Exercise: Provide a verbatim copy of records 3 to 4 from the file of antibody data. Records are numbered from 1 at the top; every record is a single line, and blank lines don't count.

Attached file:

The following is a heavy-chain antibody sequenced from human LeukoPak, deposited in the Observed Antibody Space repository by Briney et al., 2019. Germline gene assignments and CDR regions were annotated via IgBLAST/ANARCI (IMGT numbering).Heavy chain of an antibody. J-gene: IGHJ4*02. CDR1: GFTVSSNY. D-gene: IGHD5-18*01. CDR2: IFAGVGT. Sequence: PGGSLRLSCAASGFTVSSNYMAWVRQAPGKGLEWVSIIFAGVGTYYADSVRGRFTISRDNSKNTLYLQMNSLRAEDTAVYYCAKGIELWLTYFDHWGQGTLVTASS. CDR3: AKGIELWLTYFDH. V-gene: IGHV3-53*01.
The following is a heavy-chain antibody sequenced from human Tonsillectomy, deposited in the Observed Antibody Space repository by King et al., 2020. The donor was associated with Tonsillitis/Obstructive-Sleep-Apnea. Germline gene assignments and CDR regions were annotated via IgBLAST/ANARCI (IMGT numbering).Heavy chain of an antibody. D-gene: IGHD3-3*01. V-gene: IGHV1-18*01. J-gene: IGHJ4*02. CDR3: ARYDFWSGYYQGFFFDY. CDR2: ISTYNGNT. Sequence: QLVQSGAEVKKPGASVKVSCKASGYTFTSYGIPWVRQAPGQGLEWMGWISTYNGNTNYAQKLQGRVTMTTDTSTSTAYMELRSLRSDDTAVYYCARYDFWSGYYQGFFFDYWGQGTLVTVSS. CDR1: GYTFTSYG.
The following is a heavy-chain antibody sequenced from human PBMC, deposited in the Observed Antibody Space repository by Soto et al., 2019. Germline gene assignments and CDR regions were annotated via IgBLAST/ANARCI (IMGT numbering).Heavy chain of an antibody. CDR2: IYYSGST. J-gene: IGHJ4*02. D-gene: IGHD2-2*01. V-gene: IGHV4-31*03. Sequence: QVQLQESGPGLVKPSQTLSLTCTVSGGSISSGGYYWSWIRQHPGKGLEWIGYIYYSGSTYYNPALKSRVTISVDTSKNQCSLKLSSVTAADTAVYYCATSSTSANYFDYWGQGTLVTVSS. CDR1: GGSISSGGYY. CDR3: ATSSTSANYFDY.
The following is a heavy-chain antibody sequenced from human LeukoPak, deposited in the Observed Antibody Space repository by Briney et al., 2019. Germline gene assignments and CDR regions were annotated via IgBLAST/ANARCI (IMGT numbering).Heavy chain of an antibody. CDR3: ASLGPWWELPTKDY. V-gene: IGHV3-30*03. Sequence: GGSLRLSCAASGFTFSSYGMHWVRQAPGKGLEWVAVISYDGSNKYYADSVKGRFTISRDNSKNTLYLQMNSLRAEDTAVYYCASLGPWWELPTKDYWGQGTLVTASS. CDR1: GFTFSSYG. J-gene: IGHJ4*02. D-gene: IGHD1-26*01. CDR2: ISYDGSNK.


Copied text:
The following is a heavy-chain antibody sequenced from human PBMC, deposited in the Observed Antibody Space repository by Soto et al., 2019. Germline gene assignments and CDR regions were annotated via IgBLAST/ANARCI (IMGT numbering).Heavy chain of an antibody. CDR2: IYYSGST. J-gene: IGHJ4*02. D-gene: IGHD2-2*01. V-gene: IGHV4-31*03. Sequence: QVQLQESGPGLVKPSQTLSLTCTVSGGSISSGGYYWSWIRQHPGKGLEWIGYIYYSGSTYYNPALKSRVTISVDTSKNQCSLKLSSVTAADTAVYYCATSSTSANYFDYWGQGTLVTVSS. CDR1: GGSISSGGYY. CDR3: ATSSTSANYFDY.
The following is a heavy-chain antibody sequenced from human LeukoPak, deposited in the Observed Antibody Space repository by Briney et al., 2019. Germline gene assignments and CDR regions were annotated via IgBLAST/ANARCI (IMGT numbering).Heavy chain of an antibody. CDR3: ASLGPWWELPTKDY. V-gene: IGHV3-30*03. Sequence: GGSLRLSCAASGFTFSSYGMHWVRQAPGKGLEWVAVISYDGSNKYYADSVKGRFTISRDNSKNTLYLQMNSLRAEDTAVYYCASLGPWWELPTKDYWGQGTLVTASS. CDR1: GFTFSSYG. J-gene: IGHJ4*02. D-gene: IGHD1-26*01. CDR2: ISYDGSNK.